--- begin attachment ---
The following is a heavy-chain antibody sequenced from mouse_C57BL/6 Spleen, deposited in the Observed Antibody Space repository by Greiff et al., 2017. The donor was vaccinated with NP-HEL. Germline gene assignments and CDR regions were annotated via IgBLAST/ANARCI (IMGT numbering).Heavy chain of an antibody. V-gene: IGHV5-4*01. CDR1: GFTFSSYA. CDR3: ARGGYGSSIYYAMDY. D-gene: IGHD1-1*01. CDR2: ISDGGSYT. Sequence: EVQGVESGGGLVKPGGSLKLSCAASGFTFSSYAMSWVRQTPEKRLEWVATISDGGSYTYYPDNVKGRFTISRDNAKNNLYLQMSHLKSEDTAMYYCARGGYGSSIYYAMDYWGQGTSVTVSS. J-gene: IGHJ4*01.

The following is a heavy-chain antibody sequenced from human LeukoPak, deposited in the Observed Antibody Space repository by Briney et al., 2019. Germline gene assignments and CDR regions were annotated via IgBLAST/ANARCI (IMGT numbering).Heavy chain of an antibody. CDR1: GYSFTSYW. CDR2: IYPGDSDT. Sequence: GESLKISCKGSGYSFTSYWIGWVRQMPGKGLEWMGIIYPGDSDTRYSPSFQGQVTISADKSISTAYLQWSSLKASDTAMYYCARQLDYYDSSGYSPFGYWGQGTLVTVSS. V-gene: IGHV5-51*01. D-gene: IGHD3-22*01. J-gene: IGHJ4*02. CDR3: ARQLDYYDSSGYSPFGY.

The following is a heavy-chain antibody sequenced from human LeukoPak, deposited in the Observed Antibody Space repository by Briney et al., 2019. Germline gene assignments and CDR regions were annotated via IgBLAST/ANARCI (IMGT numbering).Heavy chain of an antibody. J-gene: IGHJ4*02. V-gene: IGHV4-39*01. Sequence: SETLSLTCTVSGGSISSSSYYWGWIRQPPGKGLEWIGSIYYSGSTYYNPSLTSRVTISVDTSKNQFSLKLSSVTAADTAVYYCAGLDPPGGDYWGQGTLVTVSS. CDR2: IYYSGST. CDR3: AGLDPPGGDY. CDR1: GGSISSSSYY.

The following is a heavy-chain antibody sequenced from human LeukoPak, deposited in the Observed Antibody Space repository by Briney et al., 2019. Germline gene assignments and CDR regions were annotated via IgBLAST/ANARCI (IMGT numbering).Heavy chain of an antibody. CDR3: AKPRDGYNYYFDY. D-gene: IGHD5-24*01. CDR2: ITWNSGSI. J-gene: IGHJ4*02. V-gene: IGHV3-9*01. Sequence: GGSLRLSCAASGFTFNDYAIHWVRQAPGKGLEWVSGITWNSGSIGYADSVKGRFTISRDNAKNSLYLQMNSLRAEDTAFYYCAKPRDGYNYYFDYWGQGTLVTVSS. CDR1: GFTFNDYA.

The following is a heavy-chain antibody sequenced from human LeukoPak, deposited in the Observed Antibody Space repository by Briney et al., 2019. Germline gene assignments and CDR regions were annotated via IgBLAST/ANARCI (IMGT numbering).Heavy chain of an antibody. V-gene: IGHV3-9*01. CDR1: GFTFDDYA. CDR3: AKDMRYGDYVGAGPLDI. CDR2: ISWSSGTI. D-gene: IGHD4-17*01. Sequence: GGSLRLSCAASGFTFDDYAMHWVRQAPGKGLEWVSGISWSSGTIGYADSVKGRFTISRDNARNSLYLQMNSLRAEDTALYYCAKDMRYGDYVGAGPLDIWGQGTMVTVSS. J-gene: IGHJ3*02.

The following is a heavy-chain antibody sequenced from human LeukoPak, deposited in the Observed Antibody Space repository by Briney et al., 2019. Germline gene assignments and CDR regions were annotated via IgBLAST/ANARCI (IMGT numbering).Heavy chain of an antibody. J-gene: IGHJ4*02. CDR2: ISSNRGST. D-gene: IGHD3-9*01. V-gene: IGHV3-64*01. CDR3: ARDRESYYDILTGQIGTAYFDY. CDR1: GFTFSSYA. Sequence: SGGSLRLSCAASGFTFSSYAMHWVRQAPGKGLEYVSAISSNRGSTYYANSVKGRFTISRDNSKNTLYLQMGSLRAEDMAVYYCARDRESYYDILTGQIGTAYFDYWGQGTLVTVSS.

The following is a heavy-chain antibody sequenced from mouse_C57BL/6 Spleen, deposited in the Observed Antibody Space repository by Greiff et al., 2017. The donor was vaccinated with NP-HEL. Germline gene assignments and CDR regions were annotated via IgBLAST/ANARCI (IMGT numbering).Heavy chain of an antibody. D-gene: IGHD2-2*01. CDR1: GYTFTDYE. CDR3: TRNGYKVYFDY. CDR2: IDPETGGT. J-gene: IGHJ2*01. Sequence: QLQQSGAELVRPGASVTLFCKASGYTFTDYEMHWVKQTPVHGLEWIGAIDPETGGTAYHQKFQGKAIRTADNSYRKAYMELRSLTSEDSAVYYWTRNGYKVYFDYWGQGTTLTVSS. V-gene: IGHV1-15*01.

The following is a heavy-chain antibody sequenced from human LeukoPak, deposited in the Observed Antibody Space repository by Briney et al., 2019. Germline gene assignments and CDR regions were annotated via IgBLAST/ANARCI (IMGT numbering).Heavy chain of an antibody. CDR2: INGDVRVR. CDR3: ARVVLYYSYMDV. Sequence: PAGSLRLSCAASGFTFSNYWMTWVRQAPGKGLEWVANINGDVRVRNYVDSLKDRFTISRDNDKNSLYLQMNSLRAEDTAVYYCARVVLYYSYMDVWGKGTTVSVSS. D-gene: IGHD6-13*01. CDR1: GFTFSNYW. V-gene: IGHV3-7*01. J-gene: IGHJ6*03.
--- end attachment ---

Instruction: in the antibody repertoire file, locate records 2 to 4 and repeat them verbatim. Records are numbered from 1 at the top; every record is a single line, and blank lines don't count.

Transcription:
The following is a heavy-chain antibody sequenced from human LeukoPak, deposited in the Observed Antibody Space repository by Briney et al., 2019. Germline gene assignments and CDR regions were annotated via IgBLAST/ANARCI (IMGT numbering).Heavy chain of an antibody. CDR1: GYSFTSYW. CDR2: IYPGDSDT. Sequence: GESLKISCKGSGYSFTSYWIGWVRQMPGKGLEWMGIIYPGDSDTRYSPSFQGQVTISADKSISTAYLQWSSLKASDTAMYYCARQLDYYDSSGYSPFGYWGQGTLVTVSS. V-gene: IGHV5-51*01. D-gene: IGHD3-22*01. J-gene: IGHJ4*02. CDR3: ARQLDYYDSSGYSPFGY.

The following is a heavy-chain antibody sequenced from human LeukoPak, deposited in the Observed Antibody Space repository by Briney et al., 2019. Germline gene assignments and CDR regions were annotated via IgBLAST/ANARCI (IMGT numbering).Heavy chain of an antibody. J-gene: IGHJ4*02. V-gene: IGHV4-39*01. Sequence: SETLSLTCTVSGGSISSSSYYWGWIRQPPGKGLEWIGSIYYSGSTYYNPSLTSRVTISVDTSKNQFSLKLSSVTAADTAVYYCAGLDPPGGDYWGQGTLVTVSS. CDR2: IYYSGST. CDR3: AGLDPPGGDY. CDR1: GGSISSSSYY.

The following is a heavy-chain antibody sequenced from human LeukoPak, deposited in the Observed Antibody Space repository by Briney et al., 2019. Germline gene assignments and CDR regions were annotated via IgBLAST/ANARCI (IMGT numbering).Heavy chain of an antibody. CDR3: AKPRDGYNYYFDY. D-gene: IGHD5-24*01. CDR2: ITWNSGSI. J-gene: IGHJ4*02. V-gene: IGHV3-9*01. Sequence: GGSLRLSCAASGFTFNDYAIHWVRQAPGKGLEWVSGITWNSGSIGYADSVKGRFTISRDNAKNSLYLQMNSLRAEDTAFYYCAKPRDGYNYYFDYWGQGTLVTVSS. CDR1: GFTFNDYA.